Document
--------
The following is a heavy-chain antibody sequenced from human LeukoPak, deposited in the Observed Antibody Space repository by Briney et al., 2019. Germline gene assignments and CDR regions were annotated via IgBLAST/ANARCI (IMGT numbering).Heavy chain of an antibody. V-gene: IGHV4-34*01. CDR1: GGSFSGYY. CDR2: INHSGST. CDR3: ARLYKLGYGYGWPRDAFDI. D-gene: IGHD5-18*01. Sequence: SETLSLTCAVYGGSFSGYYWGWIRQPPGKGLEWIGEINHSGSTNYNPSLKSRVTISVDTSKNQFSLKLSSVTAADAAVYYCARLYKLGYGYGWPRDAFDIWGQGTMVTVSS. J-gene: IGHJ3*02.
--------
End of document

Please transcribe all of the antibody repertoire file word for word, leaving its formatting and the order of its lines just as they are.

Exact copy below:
The following is a heavy-chain antibody sequenced from human LeukoPak, deposited in the Observed Antibody Space repository by Briney et al., 2019. Germline gene assignments and CDR regions were annotated via IgBLAST/ANARCI (IMGT numbering).Heavy chain of an antibody. V-gene: IGHV4-34*01. CDR1: GGSFSGYY. CDR2: INHSGST. CDR3: ARLYKLGYGYGWPRDAFDI. D-gene: IGHD5-18*01. Sequence: SETLSLTCAVYGGSFSGYYWGWIRQPPGKGLEWIGEINHSGSTNYNPSLKSRVTISVDTSKNQFSLKLSSVTAADAAVYYCARLYKLGYGYGWPRDAFDIWGQGTMVTVSS. J-gene: IGHJ3*02.